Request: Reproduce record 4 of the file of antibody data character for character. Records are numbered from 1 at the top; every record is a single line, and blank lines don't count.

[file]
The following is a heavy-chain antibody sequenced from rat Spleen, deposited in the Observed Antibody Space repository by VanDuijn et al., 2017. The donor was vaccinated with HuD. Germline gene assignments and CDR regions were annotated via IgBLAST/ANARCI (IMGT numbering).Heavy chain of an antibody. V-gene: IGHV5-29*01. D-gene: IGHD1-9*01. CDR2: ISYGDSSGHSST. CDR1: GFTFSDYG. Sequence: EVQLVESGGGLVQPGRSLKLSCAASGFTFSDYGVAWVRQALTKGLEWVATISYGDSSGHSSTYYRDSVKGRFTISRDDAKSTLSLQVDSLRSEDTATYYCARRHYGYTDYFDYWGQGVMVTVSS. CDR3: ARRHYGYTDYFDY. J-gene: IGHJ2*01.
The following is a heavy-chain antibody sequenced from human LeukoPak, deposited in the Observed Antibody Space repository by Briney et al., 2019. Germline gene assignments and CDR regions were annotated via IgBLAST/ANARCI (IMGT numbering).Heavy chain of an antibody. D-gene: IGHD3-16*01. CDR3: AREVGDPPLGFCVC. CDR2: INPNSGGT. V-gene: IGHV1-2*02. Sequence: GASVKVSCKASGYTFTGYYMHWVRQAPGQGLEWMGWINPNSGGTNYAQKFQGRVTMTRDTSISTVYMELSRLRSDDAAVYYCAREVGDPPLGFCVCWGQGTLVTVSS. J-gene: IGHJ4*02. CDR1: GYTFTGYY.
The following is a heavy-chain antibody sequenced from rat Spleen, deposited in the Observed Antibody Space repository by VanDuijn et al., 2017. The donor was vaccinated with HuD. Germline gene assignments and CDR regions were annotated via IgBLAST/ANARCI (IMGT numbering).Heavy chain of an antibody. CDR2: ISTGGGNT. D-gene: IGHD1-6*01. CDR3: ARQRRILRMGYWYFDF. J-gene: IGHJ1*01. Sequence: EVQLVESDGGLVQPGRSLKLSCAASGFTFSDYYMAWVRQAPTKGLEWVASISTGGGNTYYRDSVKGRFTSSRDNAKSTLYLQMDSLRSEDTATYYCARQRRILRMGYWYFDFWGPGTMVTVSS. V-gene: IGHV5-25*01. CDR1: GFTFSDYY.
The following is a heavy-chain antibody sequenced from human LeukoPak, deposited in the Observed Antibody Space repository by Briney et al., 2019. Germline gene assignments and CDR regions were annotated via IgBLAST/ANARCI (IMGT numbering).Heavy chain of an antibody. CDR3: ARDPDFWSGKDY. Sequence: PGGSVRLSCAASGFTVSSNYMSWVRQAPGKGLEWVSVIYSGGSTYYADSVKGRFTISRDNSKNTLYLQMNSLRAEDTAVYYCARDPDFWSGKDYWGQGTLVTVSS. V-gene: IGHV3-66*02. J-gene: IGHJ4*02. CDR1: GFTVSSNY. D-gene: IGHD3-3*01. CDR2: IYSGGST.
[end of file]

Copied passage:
The following is a heavy-chain antibody sequenced from human LeukoPak, deposited in the Observed Antibody Space repository by Briney et al., 2019. Germline gene assignments and CDR regions were annotated via IgBLAST/ANARCI (IMGT numbering).Heavy chain of an antibody. CDR3: ARDPDFWSGKDY. Sequence: PGGSVRLSCAASGFTVSSNYMSWVRQAPGKGLEWVSVIYSGGSTYYADSVKGRFTISRDNSKNTLYLQMNSLRAEDTAVYYCARDPDFWSGKDYWGQGTLVTVSS. V-gene: IGHV3-66*02. J-gene: IGHJ4*02. CDR1: GFTVSSNY. D-gene: IGHD3-3*01. CDR2: IYSGGST.